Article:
Back To The Future

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In La Jetee, an unnamed man (the protagonist) has a very strong memory of his boyhood involving a glimpse of a woman on the end of the main pier at Orly airport in Paris and a man falling to his death—the indelible quality of this memory in the man’s mind becomes a motivating force for much of what follows in the rest of the story, making this moment, therefore a precipitating event in the man’s life. After Paris is destroyed in a global World War III apocalypse and people are forced underground, he is selected as a new guinea pig by those responsible for the destruction (the antagonists), in the attempt to secure help from the past and future in order to save the human race from its current state of doom. The experimenters work on the protagonist, stripping away his grounding in the present and sending him into his past, beginning from his strong memory of the Orly pier. On the tenth day he begins to encounter images from the past. On the sixteenth day, he finally arrives back on the Orly pier. In returning to this memory, he is able to find the woman again and on the thirtieth day they meet and he is sure they are meant to be together—along with the transformative childhood memory, this becomes a precipitating event, motivating the protagonist throughout the rest of the story. The woman’s motivations are unclear, though she appears to embrace their sporadic encounters and to feel the same connection as he does. Together they travel to various points in the past—a garden, sleeping in the sun, and later wandering (on the fiftieth day) through a museum of his memory. He realizes she is dead and that they can only be together if he stays in the past with her. But, instead the men who are conducting the experiment decide he is ready to be sent to the future. In the future, Paris is rebuilt and he convinces the leaders of this future world to give him the means of saving humanity—he returns to the present and the experimenters have exhausted their need for him. All of this constitutes the story’s rising action. He waits to be executed but the men from the future come to find him and bring him to the future—he opts instead to return to the past to be with the woman. Back on the pier at Orly, returned to the moment of his boyhood memory, he runs towards the woman, but recognizes a man who has trailed him from the present and realizes there is no way to escape the framework of time and reality—in the climactic final moment, he realizes that the childhood memory of the man falling to his death was, in fact, a prescient glimpse of the moment of his own death. This final moment of realization and revelation is both the climax and the denouement.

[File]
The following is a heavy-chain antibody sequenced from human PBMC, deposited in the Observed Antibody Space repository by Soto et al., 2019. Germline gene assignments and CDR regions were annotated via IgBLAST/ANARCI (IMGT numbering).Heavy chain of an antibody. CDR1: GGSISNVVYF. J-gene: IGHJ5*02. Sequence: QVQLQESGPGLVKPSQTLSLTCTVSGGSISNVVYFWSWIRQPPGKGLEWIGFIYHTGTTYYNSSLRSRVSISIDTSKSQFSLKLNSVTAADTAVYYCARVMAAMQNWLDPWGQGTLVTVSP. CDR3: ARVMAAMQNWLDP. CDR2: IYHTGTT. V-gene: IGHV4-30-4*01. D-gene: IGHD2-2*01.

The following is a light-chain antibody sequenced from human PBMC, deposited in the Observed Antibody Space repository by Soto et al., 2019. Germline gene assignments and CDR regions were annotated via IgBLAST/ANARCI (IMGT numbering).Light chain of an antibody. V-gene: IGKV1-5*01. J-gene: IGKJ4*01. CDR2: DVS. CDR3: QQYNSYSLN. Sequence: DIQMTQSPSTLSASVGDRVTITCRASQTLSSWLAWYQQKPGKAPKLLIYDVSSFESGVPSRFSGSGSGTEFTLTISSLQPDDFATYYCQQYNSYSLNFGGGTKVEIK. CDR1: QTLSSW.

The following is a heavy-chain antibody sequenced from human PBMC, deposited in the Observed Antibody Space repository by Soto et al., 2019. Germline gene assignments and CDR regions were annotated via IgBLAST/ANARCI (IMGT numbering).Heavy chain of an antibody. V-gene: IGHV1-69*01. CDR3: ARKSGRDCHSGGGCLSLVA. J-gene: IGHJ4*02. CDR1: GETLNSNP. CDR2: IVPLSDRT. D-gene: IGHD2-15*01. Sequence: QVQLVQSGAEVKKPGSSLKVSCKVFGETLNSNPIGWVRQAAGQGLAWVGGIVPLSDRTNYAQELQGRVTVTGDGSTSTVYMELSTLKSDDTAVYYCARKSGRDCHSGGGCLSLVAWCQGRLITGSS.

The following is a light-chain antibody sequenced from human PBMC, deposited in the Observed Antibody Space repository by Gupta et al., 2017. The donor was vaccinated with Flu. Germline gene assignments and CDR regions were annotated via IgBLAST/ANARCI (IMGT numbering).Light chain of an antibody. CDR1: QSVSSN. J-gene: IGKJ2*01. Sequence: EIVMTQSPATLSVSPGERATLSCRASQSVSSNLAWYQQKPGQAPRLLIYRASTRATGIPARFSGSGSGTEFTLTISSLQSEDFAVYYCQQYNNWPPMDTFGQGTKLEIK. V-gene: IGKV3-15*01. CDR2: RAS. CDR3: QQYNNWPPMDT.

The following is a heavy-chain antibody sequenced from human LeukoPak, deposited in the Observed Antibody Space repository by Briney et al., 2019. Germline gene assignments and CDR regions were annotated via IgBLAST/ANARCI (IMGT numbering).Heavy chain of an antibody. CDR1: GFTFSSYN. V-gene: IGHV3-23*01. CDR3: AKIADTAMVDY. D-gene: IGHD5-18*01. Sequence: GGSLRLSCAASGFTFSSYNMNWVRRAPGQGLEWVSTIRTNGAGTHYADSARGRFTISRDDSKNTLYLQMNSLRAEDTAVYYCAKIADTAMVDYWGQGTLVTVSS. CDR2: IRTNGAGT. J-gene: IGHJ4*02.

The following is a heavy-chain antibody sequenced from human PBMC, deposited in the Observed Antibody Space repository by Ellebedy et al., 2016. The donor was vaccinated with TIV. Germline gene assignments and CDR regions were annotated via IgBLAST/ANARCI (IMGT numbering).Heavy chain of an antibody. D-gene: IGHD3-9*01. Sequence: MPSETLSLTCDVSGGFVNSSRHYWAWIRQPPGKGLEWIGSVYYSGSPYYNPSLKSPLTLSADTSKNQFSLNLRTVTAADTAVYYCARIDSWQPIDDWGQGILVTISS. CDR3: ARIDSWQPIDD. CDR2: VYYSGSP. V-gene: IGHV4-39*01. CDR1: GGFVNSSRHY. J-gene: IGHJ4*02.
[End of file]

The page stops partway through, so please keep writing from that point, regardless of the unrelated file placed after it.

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Throughout the story, the protagonist moves numerous times back and forth fluidly between the past, present, and future. The story is grounded in the present of post-apocalyptic underground Paris, with traveling occurring backward and forward from this point. The final moment of climax and denouement occurs in the past, which, however, is in some sense the farthest point in the future, since it proves to be the final moment of the protagonist’s life. The major external conflicts include the struggle of the antagonists to save humanity through time travel, as well as the struggle of the protagonist and the rest of his fellow prisoners to live in their underground conditions and not be killed by the experiments of the antagonists. The protagonist’s primary internal conflict is his desire to stay in the past in order remain with the woman he loves.
I found La Jetee powerful, captivating, and ultimately somewhat unsettling. While I haven’t seen the Terry Gilliam film, Twelve Monkeys, which was supposedly inspired by the story and concept of La Jetee, I was overwhelmingly reminded of the work of Michel Gondry, particularly his 2004 film, Eternal Sunshine of the Spotless Mind, while watching. The scenes in that film which feature the two protagonists, played by Jim Carrey and Kate Winslet, escaping into their minds, hiding, literally, among their memories in the attempt to save their history together and prevent it from being erased, while not representing the exact same plot line seemed to deal with similar themes and conflicts and present a similarly fluid idea of the chronology of time and the nature of memory in relation to space and human beings. This rupturing of the commonly understood boundaries of time and space, centered around the desperate attempts of the protagonists to stay together and be together, venturing through much the same kind of fragmentary world, their own museum of memories, I found deeply reminiscent of La Jetee.

The use of sequential still images rather than uninterrupted film was very effective in creating the kind of dystopian feeling of fractured reality that was reflected in the facts of the story as it unfolded. It gave the film an episodic feel, as if grasped from snatches of memory, flickering in and out of reality, and helped to enhance the disrupted and disturbing sense of moving back and forth in time, not being anchored in any one state of reality for very long. It also helped to build a sense of drama. I keep thinking back to what Herbert Zettl said about the way in which sometimes very blown out, black and white photographs draw the viewer in more emotionally than more “realistic” photographs where more visual information is present because they invite or force the viewer to fill in what is missing, to invest themselves more emotionally and intellectually in the image in order to fully constitute it. It’s an idea I’m very interested by and one I’m interested in working with in my own work in the future, and it seems to me that this accounted for some of the emotional, visual power of La Jetee.

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